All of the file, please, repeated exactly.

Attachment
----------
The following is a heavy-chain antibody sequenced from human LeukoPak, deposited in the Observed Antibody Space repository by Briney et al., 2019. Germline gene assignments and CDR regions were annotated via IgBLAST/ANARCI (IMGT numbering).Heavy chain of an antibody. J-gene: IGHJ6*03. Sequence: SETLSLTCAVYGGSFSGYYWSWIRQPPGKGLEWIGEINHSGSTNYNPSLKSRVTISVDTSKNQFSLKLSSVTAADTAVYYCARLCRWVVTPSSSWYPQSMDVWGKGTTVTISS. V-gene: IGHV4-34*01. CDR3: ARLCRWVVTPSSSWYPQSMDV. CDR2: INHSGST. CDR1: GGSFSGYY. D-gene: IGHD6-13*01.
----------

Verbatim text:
The following is a heavy-chain antibody sequenced from human LeukoPak, deposited in the Observed Antibody Space repository by Briney et al., 2019. Germline gene assignments and CDR regions were annotated via IgBLAST/ANARCI (IMGT numbering).Heavy chain of an antibody. J-gene: IGHJ6*03. Sequence: SETLSLTCAVYGGSFSGYYWSWIRQPPGKGLEWIGEINHSGSTNYNPSLKSRVTISVDTSKNQFSLKLSSVTAADTAVYYCARLCRWVVTPSSSWYPQSMDVWGKGTTVTISS. V-gene: IGHV4-34*01. CDR3: ARLCRWVVTPSSSWYPQSMDV. CDR2: INHSGST. CDR1: GGSFSGYY. D-gene: IGHD6-13*01.